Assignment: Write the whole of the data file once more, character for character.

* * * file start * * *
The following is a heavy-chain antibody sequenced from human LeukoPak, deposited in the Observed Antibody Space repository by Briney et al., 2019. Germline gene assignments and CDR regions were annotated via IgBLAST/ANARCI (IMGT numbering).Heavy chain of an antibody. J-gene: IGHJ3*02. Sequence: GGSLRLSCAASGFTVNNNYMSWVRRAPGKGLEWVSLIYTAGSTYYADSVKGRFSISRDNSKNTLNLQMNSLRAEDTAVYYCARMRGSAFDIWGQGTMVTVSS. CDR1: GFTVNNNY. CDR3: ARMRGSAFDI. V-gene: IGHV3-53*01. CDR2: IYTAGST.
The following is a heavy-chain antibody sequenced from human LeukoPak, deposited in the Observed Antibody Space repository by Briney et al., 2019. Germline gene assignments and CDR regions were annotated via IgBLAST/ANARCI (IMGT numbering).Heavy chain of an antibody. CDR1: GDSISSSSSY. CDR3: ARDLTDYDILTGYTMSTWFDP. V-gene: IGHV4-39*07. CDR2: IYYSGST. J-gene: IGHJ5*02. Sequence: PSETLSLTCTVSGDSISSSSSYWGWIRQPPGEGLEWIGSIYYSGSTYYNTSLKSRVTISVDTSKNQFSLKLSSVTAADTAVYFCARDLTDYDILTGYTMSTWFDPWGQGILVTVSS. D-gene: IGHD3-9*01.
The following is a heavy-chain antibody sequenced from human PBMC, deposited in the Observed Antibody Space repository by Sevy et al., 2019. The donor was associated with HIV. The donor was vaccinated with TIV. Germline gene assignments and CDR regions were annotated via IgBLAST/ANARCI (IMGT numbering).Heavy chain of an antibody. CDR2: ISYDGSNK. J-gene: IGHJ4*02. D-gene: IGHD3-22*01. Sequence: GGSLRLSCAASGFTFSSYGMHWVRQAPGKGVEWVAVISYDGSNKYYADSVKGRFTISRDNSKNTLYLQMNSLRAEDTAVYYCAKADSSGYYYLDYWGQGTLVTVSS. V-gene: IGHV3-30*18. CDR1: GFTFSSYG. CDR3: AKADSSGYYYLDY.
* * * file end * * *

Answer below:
The following is a heavy-chain antibody sequenced from human LeukoPak, deposited in the Observed Antibody Space repository by Briney et al., 2019. Germline gene assignments and CDR regions were annotated via IgBLAST/ANARCI (IMGT numbering).Heavy chain of an antibody. J-gene: IGHJ3*02. Sequence: GGSLRLSCAASGFTVNNNYMSWVRRAPGKGLEWVSLIYTAGSTYYADSVKGRFSISRDNSKNTLNLQMNSLRAEDTAVYYCARMRGSAFDIWGQGTMVTVSS. CDR1: GFTVNNNY. CDR3: ARMRGSAFDI. V-gene: IGHV3-53*01. CDR2: IYTAGST.
The following is a heavy-chain antibody sequenced from human LeukoPak, deposited in the Observed Antibody Space repository by Briney et al., 2019. Germline gene assignments and CDR regions were annotated via IgBLAST/ANARCI (IMGT numbering).Heavy chain of an antibody. CDR1: GDSISSSSSY. CDR3: ARDLTDYDILTGYTMSTWFDP. V-gene: IGHV4-39*07. CDR2: IYYSGST. J-gene: IGHJ5*02. Sequence: PSETLSLTCTVSGDSISSSSSYWGWIRQPPGEGLEWIGSIYYSGSTYYNTSLKSRVTISVDTSKNQFSLKLSSVTAADTAVYFCARDLTDYDILTGYTMSTWFDPWGQGILVTVSS. D-gene: IGHD3-9*01.
The following is a heavy-chain antibody sequenced from human PBMC, deposited in the Observed Antibody Space repository by Sevy et al., 2019. The donor was associated with HIV. The donor was vaccinated with TIV. Germline gene assignments and CDR regions were annotated via IgBLAST/ANARCI (IMGT numbering).Heavy chain of an antibody. CDR2: ISYDGSNK. J-gene: IGHJ4*02. D-gene: IGHD3-22*01. Sequence: GGSLRLSCAASGFTFSSYGMHWVRQAPGKGVEWVAVISYDGSNKYYADSVKGRFTISRDNSKNTLYLQMNSLRAEDTAVYYCAKADSSGYYYLDYWGQGTLVTVSS. V-gene: IGHV3-30*18. CDR1: GFTFSSYG. CDR3: AKADSSGYYYLDY.